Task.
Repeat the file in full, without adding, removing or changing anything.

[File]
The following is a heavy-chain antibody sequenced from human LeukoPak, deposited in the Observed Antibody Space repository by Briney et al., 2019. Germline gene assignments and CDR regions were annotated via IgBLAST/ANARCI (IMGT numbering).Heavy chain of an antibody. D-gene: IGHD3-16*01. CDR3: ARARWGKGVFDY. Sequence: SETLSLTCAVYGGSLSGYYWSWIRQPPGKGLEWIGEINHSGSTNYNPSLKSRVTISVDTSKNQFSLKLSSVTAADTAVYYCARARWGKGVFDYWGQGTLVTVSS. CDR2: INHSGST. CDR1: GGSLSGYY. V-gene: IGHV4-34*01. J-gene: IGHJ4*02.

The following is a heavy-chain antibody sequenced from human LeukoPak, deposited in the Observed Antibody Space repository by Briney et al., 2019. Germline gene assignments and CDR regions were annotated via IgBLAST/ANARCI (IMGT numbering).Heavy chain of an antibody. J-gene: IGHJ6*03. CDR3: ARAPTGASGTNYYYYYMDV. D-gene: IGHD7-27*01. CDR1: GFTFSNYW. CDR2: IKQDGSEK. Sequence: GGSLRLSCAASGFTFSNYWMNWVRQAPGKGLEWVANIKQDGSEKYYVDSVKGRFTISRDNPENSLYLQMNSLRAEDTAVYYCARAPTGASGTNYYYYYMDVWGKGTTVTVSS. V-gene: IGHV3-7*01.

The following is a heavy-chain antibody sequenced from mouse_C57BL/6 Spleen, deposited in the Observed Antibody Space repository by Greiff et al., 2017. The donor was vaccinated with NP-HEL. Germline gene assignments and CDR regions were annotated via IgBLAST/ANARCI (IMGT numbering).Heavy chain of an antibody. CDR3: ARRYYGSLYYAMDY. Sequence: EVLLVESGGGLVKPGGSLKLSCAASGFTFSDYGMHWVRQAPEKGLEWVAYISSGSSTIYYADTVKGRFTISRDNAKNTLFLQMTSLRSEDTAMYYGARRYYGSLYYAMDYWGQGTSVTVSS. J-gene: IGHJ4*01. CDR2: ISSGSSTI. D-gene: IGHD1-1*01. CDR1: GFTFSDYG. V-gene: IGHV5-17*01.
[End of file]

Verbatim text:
The following is a heavy-chain antibody sequenced from human LeukoPak, deposited in the Observed Antibody Space repository by Briney et al., 2019. Germline gene assignments and CDR regions were annotated via IgBLAST/ANARCI (IMGT numbering).Heavy chain of an antibody. D-gene: IGHD3-16*01. CDR3: ARARWGKGVFDY. Sequence: SETLSLTCAVYGGSLSGYYWSWIRQPPGKGLEWIGEINHSGSTNYNPSLKSRVTISVDTSKNQFSLKLSSVTAADTAVYYCARARWGKGVFDYWGQGTLVTVSS. CDR2: INHSGST. CDR1: GGSLSGYY. V-gene: IGHV4-34*01. J-gene: IGHJ4*02.

The following is a heavy-chain antibody sequenced from human LeukoPak, deposited in the Observed Antibody Space repository by Briney et al., 2019. Germline gene assignments and CDR regions were annotated via IgBLAST/ANARCI (IMGT numbering).Heavy chain of an antibody. J-gene: IGHJ6*03. CDR3: ARAPTGASGTNYYYYYMDV. D-gene: IGHD7-27*01. CDR1: GFTFSNYW. CDR2: IKQDGSEK. Sequence: GGSLRLSCAASGFTFSNYWMNWVRQAPGKGLEWVANIKQDGSEKYYVDSVKGRFTISRDNPENSLYLQMNSLRAEDTAVYYCARAPTGASGTNYYYYYMDVWGKGTTVTVSS. V-gene: IGHV3-7*01.

The following is a heavy-chain antibody sequenced from mouse_C57BL/6 Spleen, deposited in the Observed Antibody Space repository by Greiff et al., 2017. The donor was vaccinated with NP-HEL. Germline gene assignments and CDR regions were annotated via IgBLAST/ANARCI (IMGT numbering).Heavy chain of an antibody. CDR3: ARRYYGSLYYAMDY. Sequence: EVLLVESGGGLVKPGGSLKLSCAASGFTFSDYGMHWVRQAPEKGLEWVAYISSGSSTIYYADTVKGRFTISRDNAKNTLFLQMTSLRSEDTAMYYGARRYYGSLYYAMDYWGQGTSVTVSS. J-gene: IGHJ4*01. CDR2: ISSGSSTI. D-gene: IGHD1-1*01. CDR1: GFTFSDYG. V-gene: IGHV5-17*01.